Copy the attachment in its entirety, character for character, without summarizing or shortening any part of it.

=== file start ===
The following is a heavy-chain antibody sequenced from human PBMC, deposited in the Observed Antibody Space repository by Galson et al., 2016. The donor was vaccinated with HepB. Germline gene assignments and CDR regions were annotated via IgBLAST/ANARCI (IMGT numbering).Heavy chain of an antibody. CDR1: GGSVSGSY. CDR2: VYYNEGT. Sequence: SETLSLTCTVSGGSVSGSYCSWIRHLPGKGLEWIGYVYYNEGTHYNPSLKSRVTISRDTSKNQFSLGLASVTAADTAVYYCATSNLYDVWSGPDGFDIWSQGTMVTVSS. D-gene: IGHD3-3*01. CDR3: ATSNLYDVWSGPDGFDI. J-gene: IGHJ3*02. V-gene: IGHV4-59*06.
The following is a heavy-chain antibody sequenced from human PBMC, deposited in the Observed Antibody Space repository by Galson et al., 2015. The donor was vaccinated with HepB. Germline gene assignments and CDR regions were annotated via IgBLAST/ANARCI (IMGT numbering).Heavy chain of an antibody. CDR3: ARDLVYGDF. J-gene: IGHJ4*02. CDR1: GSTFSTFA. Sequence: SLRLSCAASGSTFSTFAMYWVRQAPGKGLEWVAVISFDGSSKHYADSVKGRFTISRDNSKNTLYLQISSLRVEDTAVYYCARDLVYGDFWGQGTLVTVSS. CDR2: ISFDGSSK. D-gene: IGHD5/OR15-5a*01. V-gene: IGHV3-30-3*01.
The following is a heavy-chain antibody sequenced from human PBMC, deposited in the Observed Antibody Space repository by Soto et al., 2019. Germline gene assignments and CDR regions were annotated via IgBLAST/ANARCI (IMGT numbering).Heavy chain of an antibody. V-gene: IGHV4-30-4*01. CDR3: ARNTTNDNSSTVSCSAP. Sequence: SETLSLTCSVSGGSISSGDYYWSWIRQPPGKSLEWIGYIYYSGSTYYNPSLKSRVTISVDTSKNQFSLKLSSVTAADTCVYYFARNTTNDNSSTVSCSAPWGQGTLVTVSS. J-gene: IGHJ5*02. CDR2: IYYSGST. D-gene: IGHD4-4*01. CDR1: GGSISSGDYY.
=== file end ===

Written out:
The following is a heavy-chain antibody sequenced from human PBMC, deposited in the Observed Antibody Space repository by Galson et al., 2016. The donor was vaccinated with HepB. Germline gene assignments and CDR regions were annotated via IgBLAST/ANARCI (IMGT numbering).Heavy chain of an antibody. CDR1: GGSVSGSY. CDR2: VYYNEGT. Sequence: SETLSLTCTVSGGSVSGSYCSWIRHLPGKGLEWIGYVYYNEGTHYNPSLKSRVTISRDTSKNQFSLGLASVTAADTAVYYCATSNLYDVWSGPDGFDIWSQGTMVTVSS. D-gene: IGHD3-3*01. CDR3: ATSNLYDVWSGPDGFDI. J-gene: IGHJ3*02. V-gene: IGHV4-59*06.
The following is a heavy-chain antibody sequenced from human PBMC, deposited in the Observed Antibody Space repository by Galson et al., 2015. The donor was vaccinated with HepB. Germline gene assignments and CDR regions were annotated via IgBLAST/ANARCI (IMGT numbering).Heavy chain of an antibody. CDR3: ARDLVYGDF. J-gene: IGHJ4*02. CDR1: GSTFSTFA. Sequence: SLRLSCAASGSTFSTFAMYWVRQAPGKGLEWVAVISFDGSSKHYADSVKGRFTISRDNSKNTLYLQISSLRVEDTAVYYCARDLVYGDFWGQGTLVTVSS. CDR2: ISFDGSSK. D-gene: IGHD5/OR15-5a*01. V-gene: IGHV3-30-3*01.
The following is a heavy-chain antibody sequenced from human PBMC, deposited in the Observed Antibody Space repository by Soto et al., 2019. Germline gene assignments and CDR regions were annotated via IgBLAST/ANARCI (IMGT numbering).Heavy chain of an antibody. V-gene: IGHV4-30-4*01. CDR3: ARNTTNDNSSTVSCSAP. Sequence: SETLSLTCSVSGGSISSGDYYWSWIRQPPGKSLEWIGYIYYSGSTYYNPSLKSRVTISVDTSKNQFSLKLSSVTAADTCVYYFARNTTNDNSSTVSCSAPWGQGTLVTVSS. J-gene: IGHJ5*02. CDR2: IYYSGST. D-gene: IGHD4-4*01. CDR1: GGSISSGDYY.